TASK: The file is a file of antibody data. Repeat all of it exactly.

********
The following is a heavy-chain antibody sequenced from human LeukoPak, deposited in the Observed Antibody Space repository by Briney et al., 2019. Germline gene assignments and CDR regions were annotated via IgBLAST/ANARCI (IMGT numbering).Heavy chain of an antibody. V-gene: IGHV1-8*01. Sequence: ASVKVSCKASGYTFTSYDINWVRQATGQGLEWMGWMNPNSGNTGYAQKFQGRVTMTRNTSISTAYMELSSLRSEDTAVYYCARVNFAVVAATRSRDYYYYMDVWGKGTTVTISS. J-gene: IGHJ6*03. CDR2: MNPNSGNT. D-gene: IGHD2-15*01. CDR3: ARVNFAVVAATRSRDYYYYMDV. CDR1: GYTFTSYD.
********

The following is a heavy-chain antibody sequenced from human LeukoPak, deposited in the Observed Antibody Space repository by Briney et al., 2019. Germline gene assignments and CDR regions were annotated via IgBLAST/ANARCI (IMGT numbering).Heavy chain of an antibody. V-gene: IGHV1-8*01. Sequence: ASVKVSCKASGYTFTSYDINWVRQATGQGLEWMGWMNPNSGNTGYAQKFQGRVTMTRNTSISTAYMELSSLRSEDTAVYYCARVNFAVVAATRSRDYYYYMDVWGKGTTVTISS. J-gene: IGHJ6*03. CDR2: MNPNSGNT. D-gene: IGHD2-15*01. CDR3: ARVNFAVVAATRSRDYYYYMDV. CDR1: GYTFTSYD.